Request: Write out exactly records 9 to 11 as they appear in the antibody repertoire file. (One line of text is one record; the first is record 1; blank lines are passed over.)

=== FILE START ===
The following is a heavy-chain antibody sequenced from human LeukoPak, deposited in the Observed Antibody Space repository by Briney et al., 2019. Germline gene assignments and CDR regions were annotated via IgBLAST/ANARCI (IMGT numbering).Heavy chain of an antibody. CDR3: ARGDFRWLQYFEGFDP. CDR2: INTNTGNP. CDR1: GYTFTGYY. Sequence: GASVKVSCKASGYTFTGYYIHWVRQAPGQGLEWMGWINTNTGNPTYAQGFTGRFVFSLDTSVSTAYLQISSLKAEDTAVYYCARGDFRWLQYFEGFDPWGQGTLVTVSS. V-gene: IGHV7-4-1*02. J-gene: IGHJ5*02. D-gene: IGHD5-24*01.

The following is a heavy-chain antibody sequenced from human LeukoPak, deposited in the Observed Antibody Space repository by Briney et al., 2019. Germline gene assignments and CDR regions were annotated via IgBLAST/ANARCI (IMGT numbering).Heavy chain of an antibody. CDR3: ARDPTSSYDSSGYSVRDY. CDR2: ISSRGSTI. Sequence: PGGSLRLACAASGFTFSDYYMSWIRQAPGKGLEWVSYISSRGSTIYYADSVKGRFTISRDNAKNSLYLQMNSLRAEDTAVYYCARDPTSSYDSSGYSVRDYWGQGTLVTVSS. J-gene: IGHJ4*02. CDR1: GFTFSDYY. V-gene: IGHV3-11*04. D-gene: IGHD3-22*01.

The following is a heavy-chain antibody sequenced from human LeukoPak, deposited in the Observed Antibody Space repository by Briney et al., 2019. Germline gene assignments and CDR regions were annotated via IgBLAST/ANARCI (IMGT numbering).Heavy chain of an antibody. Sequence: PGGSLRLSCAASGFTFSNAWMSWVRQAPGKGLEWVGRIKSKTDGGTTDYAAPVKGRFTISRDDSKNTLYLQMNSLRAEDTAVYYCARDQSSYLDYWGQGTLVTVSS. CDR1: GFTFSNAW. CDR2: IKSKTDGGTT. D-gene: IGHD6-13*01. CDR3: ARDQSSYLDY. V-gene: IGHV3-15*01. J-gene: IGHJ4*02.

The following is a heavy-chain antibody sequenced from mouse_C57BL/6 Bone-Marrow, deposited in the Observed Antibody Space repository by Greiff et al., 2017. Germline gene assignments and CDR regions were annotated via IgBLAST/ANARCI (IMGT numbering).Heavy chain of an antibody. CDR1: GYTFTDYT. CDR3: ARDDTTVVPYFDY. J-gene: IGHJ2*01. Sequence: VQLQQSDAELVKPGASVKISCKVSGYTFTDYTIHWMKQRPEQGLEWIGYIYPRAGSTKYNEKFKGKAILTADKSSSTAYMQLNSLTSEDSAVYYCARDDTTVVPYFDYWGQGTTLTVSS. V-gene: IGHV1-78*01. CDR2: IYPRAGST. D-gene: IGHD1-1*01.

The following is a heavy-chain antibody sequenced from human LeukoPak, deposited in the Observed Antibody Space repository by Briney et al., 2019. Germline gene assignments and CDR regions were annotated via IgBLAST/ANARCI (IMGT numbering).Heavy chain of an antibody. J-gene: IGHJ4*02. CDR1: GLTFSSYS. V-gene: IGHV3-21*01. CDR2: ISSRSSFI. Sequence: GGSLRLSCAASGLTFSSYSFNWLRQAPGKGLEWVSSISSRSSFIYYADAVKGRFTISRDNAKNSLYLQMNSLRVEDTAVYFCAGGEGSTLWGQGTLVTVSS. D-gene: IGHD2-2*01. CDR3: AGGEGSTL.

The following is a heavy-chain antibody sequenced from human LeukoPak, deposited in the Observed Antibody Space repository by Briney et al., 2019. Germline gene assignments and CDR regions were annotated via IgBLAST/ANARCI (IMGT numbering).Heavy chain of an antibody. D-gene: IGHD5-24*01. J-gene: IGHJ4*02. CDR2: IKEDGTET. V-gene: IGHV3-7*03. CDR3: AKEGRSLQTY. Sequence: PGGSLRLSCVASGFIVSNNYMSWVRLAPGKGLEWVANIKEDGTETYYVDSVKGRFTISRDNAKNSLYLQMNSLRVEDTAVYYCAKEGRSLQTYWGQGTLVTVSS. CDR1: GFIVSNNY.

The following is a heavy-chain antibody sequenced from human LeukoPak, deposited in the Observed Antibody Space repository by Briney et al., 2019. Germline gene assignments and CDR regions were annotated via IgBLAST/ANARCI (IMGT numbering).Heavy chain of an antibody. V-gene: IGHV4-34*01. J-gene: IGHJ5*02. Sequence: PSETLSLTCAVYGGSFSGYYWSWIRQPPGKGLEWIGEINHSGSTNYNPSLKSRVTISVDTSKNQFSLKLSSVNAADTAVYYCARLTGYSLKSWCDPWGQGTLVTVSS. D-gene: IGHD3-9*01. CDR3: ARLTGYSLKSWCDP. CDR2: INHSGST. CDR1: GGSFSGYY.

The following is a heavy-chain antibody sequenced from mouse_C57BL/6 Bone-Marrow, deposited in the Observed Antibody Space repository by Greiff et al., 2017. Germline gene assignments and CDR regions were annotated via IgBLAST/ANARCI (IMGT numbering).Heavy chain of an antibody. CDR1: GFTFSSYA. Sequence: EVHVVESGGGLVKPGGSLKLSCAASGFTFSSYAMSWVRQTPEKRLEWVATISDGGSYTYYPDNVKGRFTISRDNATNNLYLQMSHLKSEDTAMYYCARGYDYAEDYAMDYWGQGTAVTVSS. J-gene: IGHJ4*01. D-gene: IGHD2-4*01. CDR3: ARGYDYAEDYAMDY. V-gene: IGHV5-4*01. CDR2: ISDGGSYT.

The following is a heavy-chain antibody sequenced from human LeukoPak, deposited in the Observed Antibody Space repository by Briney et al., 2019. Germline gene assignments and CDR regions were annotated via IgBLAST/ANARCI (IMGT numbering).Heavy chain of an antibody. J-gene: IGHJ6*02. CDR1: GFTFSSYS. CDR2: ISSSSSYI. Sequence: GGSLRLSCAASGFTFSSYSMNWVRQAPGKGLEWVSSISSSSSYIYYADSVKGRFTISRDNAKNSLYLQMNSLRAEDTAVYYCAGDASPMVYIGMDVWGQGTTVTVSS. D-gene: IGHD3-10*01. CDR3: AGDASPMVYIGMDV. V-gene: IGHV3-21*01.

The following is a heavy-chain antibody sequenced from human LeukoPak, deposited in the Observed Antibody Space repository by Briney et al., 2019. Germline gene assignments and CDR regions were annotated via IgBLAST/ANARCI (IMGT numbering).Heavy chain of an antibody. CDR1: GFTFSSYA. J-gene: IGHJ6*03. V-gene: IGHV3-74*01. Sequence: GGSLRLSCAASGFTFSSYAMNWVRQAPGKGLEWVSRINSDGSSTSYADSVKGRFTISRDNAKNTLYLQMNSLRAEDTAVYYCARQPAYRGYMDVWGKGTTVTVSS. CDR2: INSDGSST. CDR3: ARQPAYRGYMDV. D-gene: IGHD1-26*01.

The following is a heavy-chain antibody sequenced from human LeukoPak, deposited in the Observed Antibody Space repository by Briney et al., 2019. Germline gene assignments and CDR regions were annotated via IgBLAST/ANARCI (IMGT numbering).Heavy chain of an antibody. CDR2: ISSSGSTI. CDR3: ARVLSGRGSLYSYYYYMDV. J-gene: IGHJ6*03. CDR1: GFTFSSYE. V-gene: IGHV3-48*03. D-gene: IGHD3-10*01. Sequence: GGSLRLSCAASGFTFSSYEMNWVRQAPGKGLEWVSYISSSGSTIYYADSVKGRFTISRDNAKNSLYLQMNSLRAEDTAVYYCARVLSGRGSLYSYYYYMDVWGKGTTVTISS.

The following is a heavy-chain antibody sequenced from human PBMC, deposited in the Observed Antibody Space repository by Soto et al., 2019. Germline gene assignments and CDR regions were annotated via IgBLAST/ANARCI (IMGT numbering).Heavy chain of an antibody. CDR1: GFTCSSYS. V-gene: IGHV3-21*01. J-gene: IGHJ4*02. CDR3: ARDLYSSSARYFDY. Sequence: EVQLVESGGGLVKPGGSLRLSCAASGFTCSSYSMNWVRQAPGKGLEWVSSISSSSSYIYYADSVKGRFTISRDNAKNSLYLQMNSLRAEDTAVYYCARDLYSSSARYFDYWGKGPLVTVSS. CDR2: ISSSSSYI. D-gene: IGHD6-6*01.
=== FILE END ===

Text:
The following is a heavy-chain antibody sequenced from human LeukoPak, deposited in the Observed Antibody Space repository by Briney et al., 2019. Germline gene assignments and CDR regions were annotated via IgBLAST/ANARCI (IMGT numbering).Heavy chain of an antibody. J-gene: IGHJ6*02. CDR1: GFTFSSYS. CDR2: ISSSSSYI. Sequence: GGSLRLSCAASGFTFSSYSMNWVRQAPGKGLEWVSSISSSSSYIYYADSVKGRFTISRDNAKNSLYLQMNSLRAEDTAVYYCAGDASPMVYIGMDVWGQGTTVTVSS. D-gene: IGHD3-10*01. CDR3: AGDASPMVYIGMDV. V-gene: IGHV3-21*01.

The following is a heavy-chain antibody sequenced from human LeukoPak, deposited in the Observed Antibody Space repository by Briney et al., 2019. Germline gene assignments and CDR regions were annotated via IgBLAST/ANARCI (IMGT numbering).Heavy chain of an antibody. CDR1: GFTFSSYA. J-gene: IGHJ6*03. V-gene: IGHV3-74*01. Sequence: GGSLRLSCAASGFTFSSYAMNWVRQAPGKGLEWVSRINSDGSSTSYADSVKGRFTISRDNAKNTLYLQMNSLRAEDTAVYYCARQPAYRGYMDVWGKGTTVTVSS. CDR2: INSDGSST. CDR3: ARQPAYRGYMDV. D-gene: IGHD1-26*01.

The following is a heavy-chain antibody sequenced from human LeukoPak, deposited in the Observed Antibody Space repository by Briney et al., 2019. Germline gene assignments and CDR regions were annotated via IgBLAST/ANARCI (IMGT numbering).Heavy chain of an antibody. CDR2: ISSSGSTI. CDR3: ARVLSGRGSLYSYYYYMDV. J-gene: IGHJ6*03. CDR1: GFTFSSYE. V-gene: IGHV3-48*03. D-gene: IGHD3-10*01. Sequence: GGSLRLSCAASGFTFSSYEMNWVRQAPGKGLEWVSYISSSGSTIYYADSVKGRFTISRDNAKNSLYLQMNSLRAEDTAVYYCARVLSGRGSLYSYYYYMDVWGKGTTVTISS.